AMU Emergency Management Fire & EMS Original Public Safety

EMAC: A Losing Proposition for Organizations Lending Aid?

By Randall Hanifen
Edge Contributor

As more hurricanes occur and communities experience a greater need for assistance, it is necessary to once again examine how aid is provided, especially by fire and emergency services.

There are the Emergency Management Assistance Compact (EMAC) and the Urban Search and Rescue (US&R) system of the Federal Emergency Management Agency (FEMA). These systems provide more long-term assets and personnel to enable communities to cope with larger disasters. Both systems have their benefits and drawbacks, but generally provide what is needed to affected areas.

Fulfilling Organizational Needs and Preventing Deployments That Are Not Beneficial

In the fire and emergency services, we have two key parts of any assistance request: personnel and the assets that those personnel utilize. One example is a Type 1 Engine Strike Team, which is five Type 1 Engines (four people on each fire engine and a full-size fire engine, in layman’s terms), and a Strike Team Leader (one person in an SUV).

Depending on the number of organizations filling an assistance request, the additional aid could be 21 people and six apparatus. While the FEMA rate sheet will ensure that organizations can charge for use of their apparatus, using personnel involves more variables.

For instance, first responders in 24/7 emergency service organizations have a few key components to their pay and replacements. The people deployed on the EMAC request need compensation and must also have their benefits paid to them.

Those benefits could be 90% of what comprises their usual pay. Since first responders typically work 24 hours on and 48 hours off (note that there are variations to this schedule), they often work side jobs due to the low salaries that some fire department personnel make.

For instance, if I send a person for a week to fulfill an EMAC request, he or she may lose income from their side job for a week, which makes for an undesirable deployment. If someone has children that require paid care in the firefighter’s absence, deployment will be a financial punishment to the firefighter.

The only way to make deployments enticing and possibly prevent financial punishment is to pay overtime for work that does not involve a firefighter’s normal 24-hour shift. This strategy equates to 48 hours of overtime for every three days of work.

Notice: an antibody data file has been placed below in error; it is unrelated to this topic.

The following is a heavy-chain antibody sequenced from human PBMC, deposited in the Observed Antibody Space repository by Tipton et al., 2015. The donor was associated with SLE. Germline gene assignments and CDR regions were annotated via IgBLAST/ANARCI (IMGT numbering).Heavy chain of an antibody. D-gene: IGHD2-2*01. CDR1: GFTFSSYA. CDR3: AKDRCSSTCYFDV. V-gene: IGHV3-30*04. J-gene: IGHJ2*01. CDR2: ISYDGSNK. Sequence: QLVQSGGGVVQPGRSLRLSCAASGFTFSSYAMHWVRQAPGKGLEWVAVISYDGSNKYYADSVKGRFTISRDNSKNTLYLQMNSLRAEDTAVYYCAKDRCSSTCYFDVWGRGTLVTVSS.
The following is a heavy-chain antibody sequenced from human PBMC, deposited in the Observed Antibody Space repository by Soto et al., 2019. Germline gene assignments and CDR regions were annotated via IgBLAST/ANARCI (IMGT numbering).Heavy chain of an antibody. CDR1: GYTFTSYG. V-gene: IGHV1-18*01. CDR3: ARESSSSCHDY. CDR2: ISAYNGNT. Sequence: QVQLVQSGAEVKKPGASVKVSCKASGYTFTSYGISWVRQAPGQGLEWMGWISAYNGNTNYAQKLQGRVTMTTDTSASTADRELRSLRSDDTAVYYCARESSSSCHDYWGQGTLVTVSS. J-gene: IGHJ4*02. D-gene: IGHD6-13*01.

First Responder Positions Need to Be Backfilled to Maintain the Right Level of Community Service

Another component of fulfilling organizational needs is to ensure that there is a backfill, so that first responder organizations may continue to offer the same level of service to their community. Because first responders do not have daily monies to overstaff their organization, they do not have extra personnel to send on deployments.

The position of each person deployed to help with disaster relief efforts must be backfilled. That involves asking other personnel to put in overtime and sacrifice their off days to fill that spot.

The funds needed for this effort are known as backfill monies. Depending on who is brought back to help a first responder organization (the choice is often controlled by a collective bargaining agreement), the cost of using that substitute can exceed the cost of the person who is deployed.

Deployment Also Involves Travel Costs

The deployment of first responders involves several travel costs, including fuel, hotels and food. Travel of the team to a disaster requires the use of restaurants and hotels to ensure that the drivers receive proper rest for the next day’s driving, as most fire apparatus were not designed for either long-distance travel or sleeping.

Cost Often Dictates the Choice of Response Teams and Assets

With an EMAC request, the team or assets that are chosen are often the cheapest. While you could argue that the training and experience gained by deployed personnel is worth the expense, it is a steep cost to swallow for the organization supplying first responders and the necessary equipment.

The solution is to create the same system that the FEMA US&R teams have had in place for decades. That system pays first responders from portal to portal, ensuring they are paid for the entire time of the deployment and that the cost of the backfill is also covered.

Additionally, the team/asset selection should involve who is physically the closest to the disaster site. Many times, states choose a cheaper team, even though that team is farther away.

While some will argue that choosing teams based on the lowest cost is wrong, do you really want the “cheapest” rescue response? In the end, local taxpayers and their communities may end up paying the true price.

Dr. Hanifen serves as a shift commander at a medium-sized suburban fire department in the northern part of the Cincinnati area. Randall is the CEO/principal consultant of an emergency services consulting firm, providing analysis and solutions related to organizational structuring of fire and EMS organizations. He is the chairperson and operations manager for a county technical rescue team. from a state and national perspective, he serves as a taskforce leader for one of FEMA's urban search and rescue teams, which responds to presidential declared disasters. From an academic standpoint, Randall has a bachelor’s degree in fire administration, a master’s degree in executive fire service leadership, and a doctoral degree in business administration with a specialization in homeland security. He is the associate author of “Disaster Planning and Control” (Penwell, 2009), which provides first responders with guidance through all types of disasters.

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